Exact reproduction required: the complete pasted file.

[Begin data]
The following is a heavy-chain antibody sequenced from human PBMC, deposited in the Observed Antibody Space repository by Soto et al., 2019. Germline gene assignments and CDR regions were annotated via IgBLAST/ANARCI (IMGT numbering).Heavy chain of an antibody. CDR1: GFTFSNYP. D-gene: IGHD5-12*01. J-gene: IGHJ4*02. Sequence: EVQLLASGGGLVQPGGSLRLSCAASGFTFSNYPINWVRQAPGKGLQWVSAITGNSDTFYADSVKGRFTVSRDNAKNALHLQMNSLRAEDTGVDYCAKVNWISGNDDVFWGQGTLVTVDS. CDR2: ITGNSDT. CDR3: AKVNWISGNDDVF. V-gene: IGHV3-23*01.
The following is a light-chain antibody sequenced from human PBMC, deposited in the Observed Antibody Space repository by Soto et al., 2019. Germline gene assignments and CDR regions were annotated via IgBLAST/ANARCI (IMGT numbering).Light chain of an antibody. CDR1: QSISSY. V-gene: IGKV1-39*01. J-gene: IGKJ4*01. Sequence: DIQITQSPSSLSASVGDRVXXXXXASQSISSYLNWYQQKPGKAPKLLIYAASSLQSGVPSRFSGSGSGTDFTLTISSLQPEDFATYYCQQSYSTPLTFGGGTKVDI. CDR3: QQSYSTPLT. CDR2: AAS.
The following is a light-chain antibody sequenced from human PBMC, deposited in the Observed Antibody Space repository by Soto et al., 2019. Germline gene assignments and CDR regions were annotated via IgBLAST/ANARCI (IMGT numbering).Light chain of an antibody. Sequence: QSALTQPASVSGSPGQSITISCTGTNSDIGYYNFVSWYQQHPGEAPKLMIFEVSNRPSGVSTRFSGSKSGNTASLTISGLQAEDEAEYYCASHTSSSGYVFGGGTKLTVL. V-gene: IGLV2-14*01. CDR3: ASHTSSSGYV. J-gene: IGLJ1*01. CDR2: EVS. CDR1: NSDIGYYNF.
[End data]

The following is a heavy-chain antibody sequenced from human PBMC, deposited in the Observed Antibody Space repository by Soto et al., 2019. Germline gene assignments and CDR regions were annotated via IgBLAST/ANARCI (IMGT numbering).Heavy chain of an antibody. CDR1: GFTFSNYP. D-gene: IGHD5-12*01. J-gene: IGHJ4*02. Sequence: EVQLLASGGGLVQPGGSLRLSCAASGFTFSNYPINWVRQAPGKGLQWVSAITGNSDTFYADSVKGRFTVSRDNAKNALHLQMNSLRAEDTGVDYCAKVNWISGNDDVFWGQGTLVTVDS. CDR2: ITGNSDT. CDR3: AKVNWISGNDDVF. V-gene: IGHV3-23*01.
The following is a light-chain antibody sequenced from human PBMC, deposited in the Observed Antibody Space repository by Soto et al., 2019. Germline gene assignments and CDR regions were annotated via IgBLAST/ANARCI (IMGT numbering).Light chain of an antibody. CDR1: QSISSY. V-gene: IGKV1-39*01. J-gene: IGKJ4*01. Sequence: DIQITQSPSSLSASVGDRVXXXXXASQSISSYLNWYQQKPGKAPKLLIYAASSLQSGVPSRFSGSGSGTDFTLTISSLQPEDFATYYCQQSYSTPLTFGGGTKVDI. CDR3: QQSYSTPLT. CDR2: AAS.
The following is a light-chain antibody sequenced from human PBMC, deposited in the Observed Antibody Space repository by Soto et al., 2019. Germline gene assignments and CDR regions were annotated via IgBLAST/ANARCI (IMGT numbering).Light chain of an antibody. Sequence: QSALTQPASVSGSPGQSITISCTGTNSDIGYYNFVSWYQQHPGEAPKLMIFEVSNRPSGVSTRFSGSKSGNTASLTISGLQAEDEAEYYCASHTSSSGYVFGGGTKLTVL. V-gene: IGLV2-14*01. CDR3: ASHTSSSGYV. J-gene: IGLJ1*01. CDR2: EVS. CDR1: NSDIGYYNF.